Farm Kids Could Lose Right To Work On Farms

Farm Kids Could Lose Right To Work On Farms

Let Department of Labor know what you think about the proposed new farm rules!

Dec. 1 is an important date for many reasons. This year it's the last date for comments to the Department of Labor about proposed rules that would greatly restrict the ability of youth under the age of 18 to work on Indiana farms. And if you think you're exempt because they work on your family farm, don't be so sure. That may not be the case.

"Farm Bureau has been vocal in opposition to this," says Megan Ritter, national policy specialist for Indiana Farm Bureau, Inc. "We want farm youth to be safe, and we talk about farm safety a lot. We don't want children who aren't ready for it to be in dangerous situations. However, we think the rule as proposed would be very restrictive."

If the current language proposed by the Department of Labor is put into effect, youth under the age of 18 would no longer be able to operate a tractor or do many other jobs on the farm, Ritter notes. Some activities would be restricted to those over 16, but any activity qualified as hazardous by the Department of Labor would mean that the individual would need to be 18 years of age.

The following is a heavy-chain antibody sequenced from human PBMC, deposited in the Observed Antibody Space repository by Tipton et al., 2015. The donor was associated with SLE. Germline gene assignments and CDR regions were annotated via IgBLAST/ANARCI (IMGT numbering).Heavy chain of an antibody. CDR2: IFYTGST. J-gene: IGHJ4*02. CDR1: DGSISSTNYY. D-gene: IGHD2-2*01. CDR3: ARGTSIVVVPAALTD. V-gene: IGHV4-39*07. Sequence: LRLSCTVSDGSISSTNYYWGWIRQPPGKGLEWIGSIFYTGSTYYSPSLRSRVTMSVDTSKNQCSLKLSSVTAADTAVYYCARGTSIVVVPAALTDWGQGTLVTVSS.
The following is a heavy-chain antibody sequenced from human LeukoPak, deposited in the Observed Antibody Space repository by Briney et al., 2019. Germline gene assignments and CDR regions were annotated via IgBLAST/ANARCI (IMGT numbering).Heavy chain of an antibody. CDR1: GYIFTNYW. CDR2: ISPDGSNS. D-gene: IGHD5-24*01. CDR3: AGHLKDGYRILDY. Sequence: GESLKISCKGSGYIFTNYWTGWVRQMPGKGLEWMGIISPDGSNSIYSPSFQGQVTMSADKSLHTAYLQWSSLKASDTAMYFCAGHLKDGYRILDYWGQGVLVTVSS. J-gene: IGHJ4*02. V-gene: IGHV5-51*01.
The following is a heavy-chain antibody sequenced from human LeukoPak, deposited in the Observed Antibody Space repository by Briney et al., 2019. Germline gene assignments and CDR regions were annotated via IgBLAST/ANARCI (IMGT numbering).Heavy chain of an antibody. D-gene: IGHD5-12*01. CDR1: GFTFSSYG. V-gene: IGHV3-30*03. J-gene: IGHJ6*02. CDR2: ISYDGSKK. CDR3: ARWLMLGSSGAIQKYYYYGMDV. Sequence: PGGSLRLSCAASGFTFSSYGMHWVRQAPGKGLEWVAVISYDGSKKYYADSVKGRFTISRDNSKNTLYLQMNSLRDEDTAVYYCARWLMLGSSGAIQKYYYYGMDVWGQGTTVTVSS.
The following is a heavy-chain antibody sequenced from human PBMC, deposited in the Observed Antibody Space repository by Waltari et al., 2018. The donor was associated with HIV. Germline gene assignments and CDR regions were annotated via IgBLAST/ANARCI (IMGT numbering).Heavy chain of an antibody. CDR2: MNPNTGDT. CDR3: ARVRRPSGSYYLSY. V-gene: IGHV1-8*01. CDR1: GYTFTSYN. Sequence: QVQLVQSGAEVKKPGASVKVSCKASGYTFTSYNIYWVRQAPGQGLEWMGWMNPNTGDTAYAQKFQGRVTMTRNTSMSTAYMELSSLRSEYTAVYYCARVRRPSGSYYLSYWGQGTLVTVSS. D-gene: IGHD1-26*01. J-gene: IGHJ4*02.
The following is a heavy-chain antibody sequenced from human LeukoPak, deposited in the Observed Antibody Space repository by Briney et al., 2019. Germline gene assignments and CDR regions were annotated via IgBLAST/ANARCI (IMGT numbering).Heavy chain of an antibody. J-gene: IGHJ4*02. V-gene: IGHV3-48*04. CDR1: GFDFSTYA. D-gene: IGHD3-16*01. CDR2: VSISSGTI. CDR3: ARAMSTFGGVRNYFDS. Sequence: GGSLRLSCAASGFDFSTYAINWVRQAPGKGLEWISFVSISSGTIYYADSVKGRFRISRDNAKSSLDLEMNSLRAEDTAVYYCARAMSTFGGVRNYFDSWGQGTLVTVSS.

This means you couldn't hire a 17-year old neighbor boy to run your chisel plow in the fall. It even means that if the boy is your nephew or the girl is your niece, you couldn't have them drive a tractor for you if they're not 18.

What's more, if you're set up in a corporation which involves more than one person, the young person couldn't work for the corporation either. The only exception is if you're a sole proprietor and your son or daughter work for you.

Here's how picky the state language gets: if dad and granddad farm together, but granddad does crops and dad mainly does livestock, dad's son under 18 couldn't drive the tractor for granddad. The only way someone under 18 could get around any of these situations is if they take a nine-hour safety course. Then they would still have to be supervised, Ritter says. Exactly what supervised means is not clear.

Make your objections and comments heard now. At this point, Ritter says the only way to comment is by visiting the www.regulations.gov Website. To learn more about the proposed rule changes and instructions on how to send a comment, visit the Indiana Farm Bureau Website at: www.infarmbureau.org.
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